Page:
What is Pilates?
Pilates is a form of exercise and body conditioning developed by Joseph Pilates in the early 20th century, during his stint as a nurse in World War I where he experimented attaching springs to hospital beds in order for the injured soldiers to still maintain muscle tone while in bed. Over time, though, it became clear that the average person could benefit from this form of exercise. Our muscles get imbalanced because of overuse and what Pilates does is help to counteract that.
Some of the principles that guide the Pilates method include concentration on each movement, use of the abdomen and low back muscles, that are precise and a steady and controlled breathing. Depending on the exercise, Pilates routines can be performed on specially-designed apparatuses, including a bed-like structure called a reformer, or on a mat.
Pilates focuses more on muscle tone than building muscles and it specifically focuses on your core. With the core, besides the stomach area, we are also talking about your sides, your back and your hips. What happens in your core affects the rest of your body.
Breathing properly is one of the first things you will learn during Pilates as this will support the right activation of muscles as well as spinal movement. It is then with this breath that the Pilates exercises are performed mindfully to help improve posture, flexibility as well as building core strength. Also known to be a low impact exercise yet strong, few repetitions are needed to feel the work done as you focus on the quality of movement.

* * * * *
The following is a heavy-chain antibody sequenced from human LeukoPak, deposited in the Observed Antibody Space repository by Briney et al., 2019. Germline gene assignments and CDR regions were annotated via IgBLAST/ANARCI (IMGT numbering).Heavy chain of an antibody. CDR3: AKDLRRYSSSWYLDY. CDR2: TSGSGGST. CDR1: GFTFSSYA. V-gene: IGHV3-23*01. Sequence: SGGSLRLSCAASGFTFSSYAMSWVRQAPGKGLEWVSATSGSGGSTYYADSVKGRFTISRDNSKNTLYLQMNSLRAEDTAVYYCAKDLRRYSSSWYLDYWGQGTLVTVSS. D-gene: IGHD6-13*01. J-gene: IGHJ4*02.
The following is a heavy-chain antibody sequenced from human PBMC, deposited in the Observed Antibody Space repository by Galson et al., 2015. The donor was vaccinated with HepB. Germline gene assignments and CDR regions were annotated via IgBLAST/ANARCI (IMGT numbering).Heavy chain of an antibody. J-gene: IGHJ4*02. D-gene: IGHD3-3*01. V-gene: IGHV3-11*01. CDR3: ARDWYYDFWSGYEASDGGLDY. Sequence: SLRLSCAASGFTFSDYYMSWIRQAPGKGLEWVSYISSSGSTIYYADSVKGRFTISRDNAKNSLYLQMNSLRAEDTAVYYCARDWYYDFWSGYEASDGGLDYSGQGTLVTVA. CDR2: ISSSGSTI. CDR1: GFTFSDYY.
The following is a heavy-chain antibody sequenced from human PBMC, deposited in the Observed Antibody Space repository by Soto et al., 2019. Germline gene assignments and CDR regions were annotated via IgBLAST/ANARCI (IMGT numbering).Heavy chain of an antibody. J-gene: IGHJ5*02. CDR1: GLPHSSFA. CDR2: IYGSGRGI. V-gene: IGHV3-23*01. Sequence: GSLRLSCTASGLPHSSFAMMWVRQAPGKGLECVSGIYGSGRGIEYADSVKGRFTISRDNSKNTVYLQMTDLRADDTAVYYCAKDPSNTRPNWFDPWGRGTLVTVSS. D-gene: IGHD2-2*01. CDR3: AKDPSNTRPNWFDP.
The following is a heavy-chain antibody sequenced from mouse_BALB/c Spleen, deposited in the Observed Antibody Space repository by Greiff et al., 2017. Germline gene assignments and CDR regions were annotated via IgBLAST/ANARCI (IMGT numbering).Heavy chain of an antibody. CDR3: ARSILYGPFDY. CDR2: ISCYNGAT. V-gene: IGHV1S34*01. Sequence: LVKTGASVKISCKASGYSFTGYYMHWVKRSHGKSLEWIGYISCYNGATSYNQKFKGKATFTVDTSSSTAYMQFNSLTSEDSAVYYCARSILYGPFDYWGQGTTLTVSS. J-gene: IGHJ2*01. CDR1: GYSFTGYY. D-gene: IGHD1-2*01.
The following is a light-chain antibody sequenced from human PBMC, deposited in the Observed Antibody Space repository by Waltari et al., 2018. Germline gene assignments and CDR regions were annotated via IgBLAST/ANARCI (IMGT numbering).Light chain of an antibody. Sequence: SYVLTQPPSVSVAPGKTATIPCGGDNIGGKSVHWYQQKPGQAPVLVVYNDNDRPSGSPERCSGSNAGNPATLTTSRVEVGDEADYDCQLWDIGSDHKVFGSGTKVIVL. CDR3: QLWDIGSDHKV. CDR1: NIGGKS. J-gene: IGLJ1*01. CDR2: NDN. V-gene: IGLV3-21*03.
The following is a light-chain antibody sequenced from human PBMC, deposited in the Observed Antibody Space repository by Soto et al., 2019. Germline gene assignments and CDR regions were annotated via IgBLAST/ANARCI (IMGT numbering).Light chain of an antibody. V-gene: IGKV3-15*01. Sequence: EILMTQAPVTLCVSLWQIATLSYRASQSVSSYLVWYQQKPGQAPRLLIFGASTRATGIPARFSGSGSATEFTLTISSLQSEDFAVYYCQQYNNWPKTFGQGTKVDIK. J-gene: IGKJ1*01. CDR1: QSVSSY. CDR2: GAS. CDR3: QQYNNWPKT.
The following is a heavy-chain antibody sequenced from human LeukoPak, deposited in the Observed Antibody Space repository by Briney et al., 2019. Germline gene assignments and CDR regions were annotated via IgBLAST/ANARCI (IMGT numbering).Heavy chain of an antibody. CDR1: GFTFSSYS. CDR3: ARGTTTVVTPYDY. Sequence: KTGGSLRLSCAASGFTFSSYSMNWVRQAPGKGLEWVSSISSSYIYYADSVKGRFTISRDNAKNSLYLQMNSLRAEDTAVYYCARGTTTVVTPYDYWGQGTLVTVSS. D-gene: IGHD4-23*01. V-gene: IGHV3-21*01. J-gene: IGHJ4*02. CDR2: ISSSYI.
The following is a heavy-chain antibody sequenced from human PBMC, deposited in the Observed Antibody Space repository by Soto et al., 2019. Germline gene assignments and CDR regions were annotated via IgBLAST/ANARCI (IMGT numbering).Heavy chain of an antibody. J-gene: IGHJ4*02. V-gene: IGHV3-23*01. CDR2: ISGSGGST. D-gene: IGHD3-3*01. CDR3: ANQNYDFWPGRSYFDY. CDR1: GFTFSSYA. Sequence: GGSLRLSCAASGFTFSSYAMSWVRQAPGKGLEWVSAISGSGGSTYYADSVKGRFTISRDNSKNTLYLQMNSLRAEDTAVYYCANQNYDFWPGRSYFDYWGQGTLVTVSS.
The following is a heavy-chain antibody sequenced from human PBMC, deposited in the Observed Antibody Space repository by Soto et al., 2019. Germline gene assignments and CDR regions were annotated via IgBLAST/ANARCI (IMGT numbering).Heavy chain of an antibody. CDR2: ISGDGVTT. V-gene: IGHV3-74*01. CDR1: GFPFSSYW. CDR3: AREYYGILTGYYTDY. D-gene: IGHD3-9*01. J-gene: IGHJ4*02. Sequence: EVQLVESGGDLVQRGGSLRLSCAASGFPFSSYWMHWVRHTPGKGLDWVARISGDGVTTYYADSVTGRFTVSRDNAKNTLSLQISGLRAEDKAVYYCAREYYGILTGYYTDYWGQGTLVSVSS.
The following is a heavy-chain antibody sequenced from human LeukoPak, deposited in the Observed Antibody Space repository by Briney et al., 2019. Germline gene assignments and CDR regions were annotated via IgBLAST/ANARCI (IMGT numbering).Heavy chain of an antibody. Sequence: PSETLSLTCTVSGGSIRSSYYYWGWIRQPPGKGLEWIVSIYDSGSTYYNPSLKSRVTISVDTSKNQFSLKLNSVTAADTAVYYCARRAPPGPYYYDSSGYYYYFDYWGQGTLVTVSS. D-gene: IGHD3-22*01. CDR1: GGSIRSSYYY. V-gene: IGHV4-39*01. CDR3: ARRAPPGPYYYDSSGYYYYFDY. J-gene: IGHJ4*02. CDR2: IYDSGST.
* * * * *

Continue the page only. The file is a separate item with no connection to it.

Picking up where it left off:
What are the musculoskeletal side effects after a low back surgery?
Low back pain after a spine surgery is expected. Wait, what did you just say?! I just did a surgery to reduce the pain and now you’re saying there might be pain?! You’re right. This is normal and expected. A surgeon has breached the skin and muscles in your low back. Don’t expect your body not to put up a fight! They respond by causing the muscles to tighten up and go into a slight spasm to protect the area from further ‘damage’. Your Physiotherapist would have worked with you to address the tightness in your low back.
Can I do Pilates after a low back surgery?
After your session with the Physiotherapist, who would have addressed the discomforts you are facing post surgery, you will need to get stronger and more mobile.
Pilates, with some modifications, will make the exercises more accessible in the beginning. Full body integration exercises (within pain free range) are essential in keeping all parts of the body mobile and strong, ensuring load is spread evenly across the spine as well as allow for more efficient and effective movement patterns.
Your instructor will likely be focusing on exercises to help maintain the mobility of your spine after surgery and at the same time build core strength which supports the back. Some exercises may include Quadruped on the mat, Bridging on the Reformer and Roll down on the Trapeze Table.
Is it safe to do Pilates after the surgery?
Your Physiotherapist would have given approval for you to commence your Pilates sessions. It will be good for the Physiotherapist to also inform your instructor of any contraindications and positive movement patterns that will encourage your recovery after surgery.
Keen to find out more about how Pilates can help in your recovery after a low back surgery and ready to take charge? Contact us to see our Pilates Instructor who will be able to help you embark on the road to recovery!